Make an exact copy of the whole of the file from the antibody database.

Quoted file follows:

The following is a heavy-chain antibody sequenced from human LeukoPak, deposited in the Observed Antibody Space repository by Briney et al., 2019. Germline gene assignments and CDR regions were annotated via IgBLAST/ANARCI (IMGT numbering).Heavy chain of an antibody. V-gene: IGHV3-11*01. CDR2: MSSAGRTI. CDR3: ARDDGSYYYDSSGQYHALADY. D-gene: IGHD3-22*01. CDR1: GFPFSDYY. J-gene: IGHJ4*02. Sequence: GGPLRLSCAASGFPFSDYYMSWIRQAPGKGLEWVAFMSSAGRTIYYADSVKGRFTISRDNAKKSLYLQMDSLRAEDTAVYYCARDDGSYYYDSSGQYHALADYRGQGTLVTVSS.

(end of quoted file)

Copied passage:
The following is a heavy-chain antibody sequenced from human LeukoPak, deposited in the Observed Antibody Space repository by Briney et al., 2019. Germline gene assignments and CDR regions were annotated via IgBLAST/ANARCI (IMGT numbering).Heavy chain of an antibody. V-gene: IGHV3-11*01. CDR2: MSSAGRTI. CDR3: ARDDGSYYYDSSGQYHALADY. D-gene: IGHD3-22*01. CDR1: GFPFSDYY. J-gene: IGHJ4*02. Sequence: GGPLRLSCAASGFPFSDYYMSWIRQAPGKGLEWVAFMSSAGRTIYYADSVKGRFTISRDNAKKSLYLQMDSLRAEDTAVYYCARDDGSYYYDSSGQYHALADYRGQGTLVTVSS.